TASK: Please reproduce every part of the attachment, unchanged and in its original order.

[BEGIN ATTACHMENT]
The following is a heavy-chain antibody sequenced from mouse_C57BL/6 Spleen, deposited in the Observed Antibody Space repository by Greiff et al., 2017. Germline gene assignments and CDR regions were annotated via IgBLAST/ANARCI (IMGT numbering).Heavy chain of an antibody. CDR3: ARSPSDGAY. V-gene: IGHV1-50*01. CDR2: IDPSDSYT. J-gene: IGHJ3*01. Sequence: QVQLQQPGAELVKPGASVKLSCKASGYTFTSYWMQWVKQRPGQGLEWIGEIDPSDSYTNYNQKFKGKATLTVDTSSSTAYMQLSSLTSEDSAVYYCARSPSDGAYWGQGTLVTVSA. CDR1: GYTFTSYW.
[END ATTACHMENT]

The following is a heavy-chain antibody sequenced from mouse_C57BL/6 Spleen, deposited in the Observed Antibody Space repository by Greiff et al., 2017. Germline gene assignments and CDR regions were annotated via IgBLAST/ANARCI (IMGT numbering).Heavy chain of an antibody. CDR3: ARSPSDGAY. V-gene: IGHV1-50*01. CDR2: IDPSDSYT. J-gene: IGHJ3*01. Sequence: QVQLQQPGAELVKPGASVKLSCKASGYTFTSYWMQWVKQRPGQGLEWIGEIDPSDSYTNYNQKFKGKATLTVDTSSSTAYMQLSSLTSEDSAVYYCARSPSDGAYWGQGTLVTVSA. CDR1: GYTFTSYW.